Wednesday, January 25, 2012

Pumpkin and Black Bean Soup

Recently I whipped up a batch of Rachel Ray's Pumpkin and Black Bean Soup. It is really simple to pull together and is super delicious.

I didn't deviate much from the original recipe, but I did make a swap to lower the fat content and used lower-sodium (ie salt) options where I could. 

Here is what I used;

Pumpkin and Black Bean Soup

  • 2 tablespoon extra-virgin olive oil, 1 turn of the pan
  • 1 medium onion, finely chopped
  • 3 cups canned or packaged low-sodium vegetable stock, found on soup aisle
  • 1 can (14 1/2 ounces) low-sodium diced tomatoes in juice
  • 1 can (15 ounces) black beans, drained and rinsed (lowers sodium)
  • 2 cans (15 ounces) pumpkin puree (found often on the baking aisle)
  • 1 can (12 ounces) evaporated low-fat milk
  • 1 tablespoon curry powder, 1 palm full
  • 1 1/2 teaspoons ground cumin, 1/2 palm full
  • 1/2 teaspoon cayenne pepper, eyeball it in the palm of your hand
  • Coarse salt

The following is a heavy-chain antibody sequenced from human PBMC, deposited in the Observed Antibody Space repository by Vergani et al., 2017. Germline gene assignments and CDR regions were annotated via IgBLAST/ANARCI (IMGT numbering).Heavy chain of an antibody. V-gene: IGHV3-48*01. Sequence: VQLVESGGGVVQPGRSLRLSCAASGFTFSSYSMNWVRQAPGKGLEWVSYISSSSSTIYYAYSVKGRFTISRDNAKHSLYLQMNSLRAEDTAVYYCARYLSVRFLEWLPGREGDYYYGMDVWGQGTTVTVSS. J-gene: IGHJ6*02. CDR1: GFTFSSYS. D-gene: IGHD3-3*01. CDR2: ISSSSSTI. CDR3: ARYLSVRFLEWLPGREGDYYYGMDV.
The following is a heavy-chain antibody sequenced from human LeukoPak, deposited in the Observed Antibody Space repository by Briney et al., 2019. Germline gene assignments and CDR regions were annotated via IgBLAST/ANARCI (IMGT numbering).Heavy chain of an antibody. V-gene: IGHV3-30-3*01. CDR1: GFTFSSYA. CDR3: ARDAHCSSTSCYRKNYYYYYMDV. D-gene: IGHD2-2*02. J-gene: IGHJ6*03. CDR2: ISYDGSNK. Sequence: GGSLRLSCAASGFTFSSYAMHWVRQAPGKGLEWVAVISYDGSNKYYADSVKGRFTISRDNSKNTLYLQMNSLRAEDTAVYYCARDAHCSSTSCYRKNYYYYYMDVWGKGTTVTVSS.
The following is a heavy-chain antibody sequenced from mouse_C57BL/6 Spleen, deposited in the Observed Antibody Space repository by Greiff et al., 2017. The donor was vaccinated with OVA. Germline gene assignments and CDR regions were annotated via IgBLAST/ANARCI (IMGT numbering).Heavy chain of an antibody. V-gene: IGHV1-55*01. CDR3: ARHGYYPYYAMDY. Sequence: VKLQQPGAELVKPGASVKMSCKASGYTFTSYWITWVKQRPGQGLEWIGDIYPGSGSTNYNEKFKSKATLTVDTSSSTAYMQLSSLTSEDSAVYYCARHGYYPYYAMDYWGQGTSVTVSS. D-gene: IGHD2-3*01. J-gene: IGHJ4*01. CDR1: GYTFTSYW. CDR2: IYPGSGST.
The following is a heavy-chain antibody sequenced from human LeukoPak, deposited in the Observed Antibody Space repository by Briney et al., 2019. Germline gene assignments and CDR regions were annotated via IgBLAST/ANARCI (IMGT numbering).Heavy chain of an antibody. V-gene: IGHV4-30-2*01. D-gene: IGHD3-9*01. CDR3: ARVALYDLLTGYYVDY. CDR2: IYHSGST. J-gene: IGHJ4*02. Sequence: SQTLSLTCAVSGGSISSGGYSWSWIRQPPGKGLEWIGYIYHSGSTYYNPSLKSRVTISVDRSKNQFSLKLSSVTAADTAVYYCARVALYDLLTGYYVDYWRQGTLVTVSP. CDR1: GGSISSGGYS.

• 20 blades fresh chives, chopped or snipped, for garnish

Directions

  • Heat a soup pot over medium heat. Add oil. When oil is hot, add onion. Saute onions 5 minutes.
  • Add broth, tomatoes, black beans and pumpkin puree. Stir to combine ingredients and bring soup to a boil.
  • Reduce heat to medium low and stir in cream, curry, cumin, cayenne and salt, to taste.
  • Simmer 5 minutes, adjust seasonings and serve garnished with chopped chives.

The original recipe called for 1 cup of heavy cream, and while that version would be delicious, it would also be bad for the waist line! Instead of the cream, I used canned condensed milk; this lends a nice creamy texture, without all of the saturated fat. Another option I've used that works well is the fat-free half and half, found near the milk in the grocery store.

Nutrition note: while it is a good idea to lower saturated fat and trans-fats in recipes for our health, it isn't wise to avoid all fat. Fats play many important roles in our body and they also help with the absoprtion of other nutrients.

In this recipe, the pumpkin is loaded with beta-carotene, a fat soluble provitamin to Vitamin A. This means that our body can convert beta-carotene into vitamin A. However, our body doesn't have access to the beta-carotene unless it has been absorbed. For this reason, I left the olive oil in the soup instead of substituting vegetable spray.

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